There’s that old saying about how one can never go home again.
Recently, my sister and I had the pleasure of visiting our childhood home in the Sierra Madre Canyon, a place that holds special memories of happy times for us. Enticed by scenic foothill vistas, Dad and Mom moved to Sierra Madre in 1962, falling in love with a beautiful redwood home. They shared with us stories of the man who built it: he had the blueprints replicated from his chalet in Switzerland and moved to Sierra Madre to build its twin in the 1920’s.
John is the current owner of the house, and he graciously invited us in for tea- as an Englishman would. His historic, redwood chalet is much like I remembered it - we were thrilled to tour our old backyard with its oak tree canopy as well as the inside of the house.
“Wow – I remember it as so much bigger!” exclaimed my sister, gazing up at the high beamed ceiling, recalling a more cavernous living room space. It did seem huge when we were small, so high that men had to climb up to the rafters to put the decorations on the top branches of the Christmas tree. This served as a good excuse to throw Christmas tree decorating parties, which my parents did since the bank-sized trees were just too darned big for us to decorate on our own. Mom had other gatherings in that wood-paneled living room with its river rock fireplace: ‘coffee klatches’ with neighbourhood housewives, (we are talking the 1960’s!) Halloween parties where we bobbed for apples, and Camp Fire Girl meetings to name a few.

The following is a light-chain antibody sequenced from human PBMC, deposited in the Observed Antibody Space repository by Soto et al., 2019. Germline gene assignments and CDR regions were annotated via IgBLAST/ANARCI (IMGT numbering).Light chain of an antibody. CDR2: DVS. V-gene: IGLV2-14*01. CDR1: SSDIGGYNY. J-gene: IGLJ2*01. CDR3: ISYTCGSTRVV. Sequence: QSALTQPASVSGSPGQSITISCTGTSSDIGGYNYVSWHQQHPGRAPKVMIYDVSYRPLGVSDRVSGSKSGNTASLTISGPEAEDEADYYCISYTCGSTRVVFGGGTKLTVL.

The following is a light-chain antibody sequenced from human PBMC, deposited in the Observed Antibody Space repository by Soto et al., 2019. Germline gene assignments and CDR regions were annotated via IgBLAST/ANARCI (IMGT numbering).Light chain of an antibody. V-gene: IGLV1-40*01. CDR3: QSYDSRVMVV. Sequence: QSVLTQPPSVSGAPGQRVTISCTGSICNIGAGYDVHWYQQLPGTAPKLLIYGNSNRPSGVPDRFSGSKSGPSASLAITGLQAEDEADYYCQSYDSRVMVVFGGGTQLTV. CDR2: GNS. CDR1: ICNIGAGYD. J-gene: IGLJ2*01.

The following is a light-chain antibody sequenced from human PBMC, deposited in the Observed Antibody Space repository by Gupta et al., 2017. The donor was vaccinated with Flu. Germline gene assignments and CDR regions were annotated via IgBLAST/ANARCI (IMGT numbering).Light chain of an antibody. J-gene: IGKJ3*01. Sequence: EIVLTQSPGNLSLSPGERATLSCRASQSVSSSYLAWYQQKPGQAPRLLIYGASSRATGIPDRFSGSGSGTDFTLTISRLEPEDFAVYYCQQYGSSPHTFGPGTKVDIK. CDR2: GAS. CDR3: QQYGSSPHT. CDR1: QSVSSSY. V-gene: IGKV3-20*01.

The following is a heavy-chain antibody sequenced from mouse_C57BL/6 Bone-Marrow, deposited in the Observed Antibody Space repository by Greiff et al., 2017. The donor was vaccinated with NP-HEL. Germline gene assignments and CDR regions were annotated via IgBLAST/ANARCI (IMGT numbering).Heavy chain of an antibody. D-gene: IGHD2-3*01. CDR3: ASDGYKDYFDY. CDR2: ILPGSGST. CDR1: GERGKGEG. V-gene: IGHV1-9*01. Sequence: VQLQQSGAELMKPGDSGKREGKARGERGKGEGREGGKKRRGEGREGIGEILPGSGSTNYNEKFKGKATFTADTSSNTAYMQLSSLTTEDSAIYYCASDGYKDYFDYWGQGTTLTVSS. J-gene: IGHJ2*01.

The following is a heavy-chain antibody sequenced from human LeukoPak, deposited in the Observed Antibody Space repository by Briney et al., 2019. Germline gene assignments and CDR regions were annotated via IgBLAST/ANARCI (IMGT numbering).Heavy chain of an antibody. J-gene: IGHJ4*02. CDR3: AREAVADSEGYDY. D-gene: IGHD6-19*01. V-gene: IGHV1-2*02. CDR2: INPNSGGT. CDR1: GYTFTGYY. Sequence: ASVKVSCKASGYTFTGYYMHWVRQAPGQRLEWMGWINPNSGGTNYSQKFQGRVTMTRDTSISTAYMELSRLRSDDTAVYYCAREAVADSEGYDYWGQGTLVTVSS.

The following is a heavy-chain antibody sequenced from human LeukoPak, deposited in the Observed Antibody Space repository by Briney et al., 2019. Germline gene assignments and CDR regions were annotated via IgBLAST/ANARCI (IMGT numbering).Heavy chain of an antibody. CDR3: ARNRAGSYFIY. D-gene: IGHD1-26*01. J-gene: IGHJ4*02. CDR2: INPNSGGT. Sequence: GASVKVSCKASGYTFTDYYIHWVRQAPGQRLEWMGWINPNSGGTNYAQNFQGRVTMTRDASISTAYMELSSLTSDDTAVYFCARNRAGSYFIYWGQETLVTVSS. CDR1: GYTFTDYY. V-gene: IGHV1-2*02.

“Where are you taking me?” my Grandmother asked with alarm in her sing-song Swedish accent. Mom was introducing Grandma to our funky new neighbourhood, whipping our car around winding bends, past ‘hippy’ cottages, tie-dyed shirts drying on their clotheslines. A young long haired boy sped down Woodland seated on his skateboard and almost crashed into us. Rock music could be heard drifting in and out of windows along with the scent of incense and patchouli oil.
Poor Grandma, I don’t think she ever ‘got it’ – our family must have seemed highly eccentric to her living in this counter culture environment, one that attracted musicians, artists and writers as it still does today.
Our house was, and still is, one of the stars of the canyon, but the real star is the entire Sierra Madre Canyon itself. The rustic homes, some precariously on cliff edges, are not everyones taste. I love that there are no two alike. No cookie cutter tract homes here, no sir.
This area was once Carter’s Camp, with cabins that were built for vacationers and health seekers -those who sought out a gentler California climate in the 1800’s. Even earlier canyon dwellers were the native American Indians and if legend is to be believed, the ‘sacred’ canyons, both upper and lower seem to be protected (touch wood) since we have not lost a home to brush fires.
As a young girl growing up in the canyon, I reflect on those days now and feel so lucky that I lived with my family in what I thought was a magical place. We kids ran around without fear, playing in our trees and on the hillside, getting wet in the stream while ‘rescuing’ frogs, and had our brushes with poison oak.